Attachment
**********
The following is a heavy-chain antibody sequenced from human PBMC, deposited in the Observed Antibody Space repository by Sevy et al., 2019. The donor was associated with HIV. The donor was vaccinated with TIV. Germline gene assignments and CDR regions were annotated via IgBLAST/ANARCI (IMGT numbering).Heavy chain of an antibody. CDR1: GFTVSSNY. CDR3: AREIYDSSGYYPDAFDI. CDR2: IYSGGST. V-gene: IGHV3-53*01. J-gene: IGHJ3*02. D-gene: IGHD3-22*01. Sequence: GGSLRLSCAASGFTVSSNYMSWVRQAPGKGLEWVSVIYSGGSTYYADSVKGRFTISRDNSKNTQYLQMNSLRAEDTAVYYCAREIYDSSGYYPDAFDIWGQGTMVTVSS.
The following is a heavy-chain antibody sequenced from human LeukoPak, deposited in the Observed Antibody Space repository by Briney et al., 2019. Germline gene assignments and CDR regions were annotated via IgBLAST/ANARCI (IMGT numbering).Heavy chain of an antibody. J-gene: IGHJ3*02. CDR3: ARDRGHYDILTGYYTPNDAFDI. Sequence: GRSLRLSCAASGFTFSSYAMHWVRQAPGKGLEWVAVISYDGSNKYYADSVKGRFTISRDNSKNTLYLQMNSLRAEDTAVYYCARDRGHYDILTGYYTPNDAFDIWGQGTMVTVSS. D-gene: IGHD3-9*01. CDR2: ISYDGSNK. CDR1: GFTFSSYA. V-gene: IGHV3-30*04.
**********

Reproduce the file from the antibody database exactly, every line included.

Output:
The following is a heavy-chain antibody sequenced from human PBMC, deposited in the Observed Antibody Space repository by Sevy et al., 2019. The donor was associated with HIV. The donor was vaccinated with TIV. Germline gene assignments and CDR regions were annotated via IgBLAST/ANARCI (IMGT numbering).Heavy chain of an antibody. CDR1: GFTVSSNY. CDR3: AREIYDSSGYYPDAFDI. CDR2: IYSGGST. V-gene: IGHV3-53*01. J-gene: IGHJ3*02. D-gene: IGHD3-22*01. Sequence: GGSLRLSCAASGFTVSSNYMSWVRQAPGKGLEWVSVIYSGGSTYYADSVKGRFTISRDNSKNTQYLQMNSLRAEDTAVYYCAREIYDSSGYYPDAFDIWGQGTMVTVSS.
The following is a heavy-chain antibody sequenced from human LeukoPak, deposited in the Observed Antibody Space repository by Briney et al., 2019. Germline gene assignments and CDR regions were annotated via IgBLAST/ANARCI (IMGT numbering).Heavy chain of an antibody. J-gene: IGHJ3*02. CDR3: ARDRGHYDILTGYYTPNDAFDI. Sequence: GRSLRLSCAASGFTFSSYAMHWVRQAPGKGLEWVAVISYDGSNKYYADSVKGRFTISRDNSKNTLYLQMNSLRAEDTAVYYCARDRGHYDILTGYYTPNDAFDIWGQGTMVTVSS. D-gene: IGHD3-9*01. CDR2: ISYDGSNK. CDR1: GFTFSSYA. V-gene: IGHV3-30*04.